Panel Advises Clarifying U.S. Plans on Cyberwar
The report, based on a three-year study by a panel assembled by the National Academy of Sciences, is the first major effort to look at the military use of computer technologies as weapons. The potential use of such technologies offensively has been widely discussed in recent years, and disruptions of communications systems and Web sites have become a standard occurrence in both political and military conflicts since 2000.
The report, titled “Technology, Policy, Law, and Ethics Regarding U.S. Acquisition and Use of Cyberattack Capabilities,” concludes that the veil of secrecy that has surrounded cyberwar planning is detrimental to the country’s military policy.
The report’s authors include Adm. William A. Owens, a former vice chairman of the joint chiefs of staff; William O. Studeman, former deputy director of the Central Intelligence Agency; and Walter B. Slocombe, former under secretary of defense for policy. Scientists and cyberspecialists on the panel included Richard L. Garwin, an I.B.M. physicist.
Admiral Owens said at a news conference Wednesday in Washington that the notion of “enduring unilateral dominance in cyberspace” by the United States was not realistic in part because of the low cost of the technologies required to mount attacks. He also said the idea that offensive attacks were “nonrisky” military options was not correct.
In the United States, the offensive use of cyberweapons is a highly classified military secret. There have been reports going back to the 1990s that American intelligence agencies have mounted operations in which electronic gear was systematically modified to disrupt the activities of an opponent or for surveillance purposes. But these activities have not been publicly acknowledged by the government.
The report concludes that the United States should create a public national policy regarding cyberattacks based on an open debate on the issues. The authors also call on the United States to find common ground with other nations on cyberattacks to avoid future military crises.
The authors point to a 2004 Pentagon statement on military doctrine, indicating that the United States might respond to a cyberattack with the military use of nuclear weapons in certain cases. “For example,” the Pentagon National Military Strategy statement says, “cyberattacks on U.S. commercial information systems or attacks against transportation networks may have a greater economic or psychological effect than a relatively small release of a lethal agent.”
Pentagon and military officials confirmed that the United States reserved the option to respond in any way it chooses to punish an adversary responsible for a catastrophic cyberattack. While the options could include the use of nuclear weapons, officials said, such an extreme counterattack was hardly the most likely response.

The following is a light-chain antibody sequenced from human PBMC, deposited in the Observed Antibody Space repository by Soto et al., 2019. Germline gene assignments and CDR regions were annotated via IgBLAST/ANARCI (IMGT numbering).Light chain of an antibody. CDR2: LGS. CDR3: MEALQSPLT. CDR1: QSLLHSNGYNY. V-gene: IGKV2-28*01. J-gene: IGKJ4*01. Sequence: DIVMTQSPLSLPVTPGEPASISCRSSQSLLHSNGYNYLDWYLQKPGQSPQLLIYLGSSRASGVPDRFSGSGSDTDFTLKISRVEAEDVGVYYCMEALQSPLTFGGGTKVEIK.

“The United States reserves the right to respond to intrusions into government, military and national infrastructure information systems and networks by nations, terrorist groups or other adversaries in a manner it deems appropriate,” said one senior Pentagon official.
Another senior Pentagon official added, “While the United States would always reserve the right to respond appropriately to defend the nation and its citizens, this kind of scenario is extremely speculative and requires an enormously vivid imagination.”
The two officials spoke on the condition of anonymity because of the highly classified nature of planning for cyberwarfare and nuclear warfare. Both officials emphasized that in American military planning, there are only rare instances when any specific option would be declared off-limits in advance.
This effort to specifically project a lack of clarity is viewed as important to keeping an adversary uncertain of the severity of an American counterattack. Introducing that uncertainty into the thinking of an adversary’s government and military has historically been an essential element of deterrence, whether traditional nuclear deterrence or today’s cyberwar planning.
For example, during the cold war, when the Soviet Union and its Warsaw Pact allies stationed an overwhelming conventional force in Central Europe, American planners were never certain that NATO’s tanks and artillery could hold back the Soviet-led armor if an offensive was begun across the Fulda Gap in Germany.
Thus, the United States never declared that it would be bound to respond to a Soviet and Warsaw Pact conventional invasion with only American and NATO conventional forces. The fear of escalating to a nuclear conflict was viewed as a pillar of stability and is credited with helping deter the larger Soviet-led conventional force throughout the cold war.
Introducing the possibility of a nuclear response to a catastrophic cyberattack would be expected to serve the same purpose.